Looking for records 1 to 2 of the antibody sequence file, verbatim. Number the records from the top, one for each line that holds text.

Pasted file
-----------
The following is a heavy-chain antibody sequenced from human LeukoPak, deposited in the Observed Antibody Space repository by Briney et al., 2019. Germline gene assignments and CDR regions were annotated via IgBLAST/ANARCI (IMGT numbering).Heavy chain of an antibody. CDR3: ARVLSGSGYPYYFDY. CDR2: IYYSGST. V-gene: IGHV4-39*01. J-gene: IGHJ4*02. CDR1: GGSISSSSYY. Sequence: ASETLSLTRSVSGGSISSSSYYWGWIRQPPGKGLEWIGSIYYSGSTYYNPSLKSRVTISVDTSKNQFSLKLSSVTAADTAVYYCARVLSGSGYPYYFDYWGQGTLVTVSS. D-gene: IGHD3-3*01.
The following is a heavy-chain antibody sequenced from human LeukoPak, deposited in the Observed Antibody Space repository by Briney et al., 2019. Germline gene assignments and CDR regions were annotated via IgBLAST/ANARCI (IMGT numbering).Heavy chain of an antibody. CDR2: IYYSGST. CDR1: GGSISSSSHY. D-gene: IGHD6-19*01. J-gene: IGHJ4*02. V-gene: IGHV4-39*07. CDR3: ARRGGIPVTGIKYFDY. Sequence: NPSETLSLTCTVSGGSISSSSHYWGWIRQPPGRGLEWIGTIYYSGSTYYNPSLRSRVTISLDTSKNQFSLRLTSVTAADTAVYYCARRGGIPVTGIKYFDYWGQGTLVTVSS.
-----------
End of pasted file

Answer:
The following is a heavy-chain antibody sequenced from human LeukoPak, deposited in the Observed Antibody Space repository by Briney et al., 2019. Germline gene assignments and CDR regions were annotated via IgBLAST/ANARCI (IMGT numbering).Heavy chain of an antibody. CDR3: ARVLSGSGYPYYFDY. CDR2: IYYSGST. V-gene: IGHV4-39*01. J-gene: IGHJ4*02. CDR1: GGSISSSSYY. Sequence: ASETLSLTRSVSGGSISSSSYYWGWIRQPPGKGLEWIGSIYYSGSTYYNPSLKSRVTISVDTSKNQFSLKLSSVTAADTAVYYCARVLSGSGYPYYFDYWGQGTLVTVSS. D-gene: IGHD3-3*01.
The following is a heavy-chain antibody sequenced from human LeukoPak, deposited in the Observed Antibody Space repository by Briney et al., 2019. Germline gene assignments and CDR regions were annotated via IgBLAST/ANARCI (IMGT numbering).Heavy chain of an antibody. CDR2: IYYSGST. CDR1: GGSISSSSHY. D-gene: IGHD6-19*01. J-gene: IGHJ4*02. V-gene: IGHV4-39*07. CDR3: ARRGGIPVTGIKYFDY. Sequence: NPSETLSLTCTVSGGSISSSSHYWGWIRQPPGRGLEWIGTIYYSGSTYYNPSLRSRVTISLDTSKNQFSLRLTSVTAADTAVYYCARRGGIPVTGIKYFDYWGQGTLVTVSS.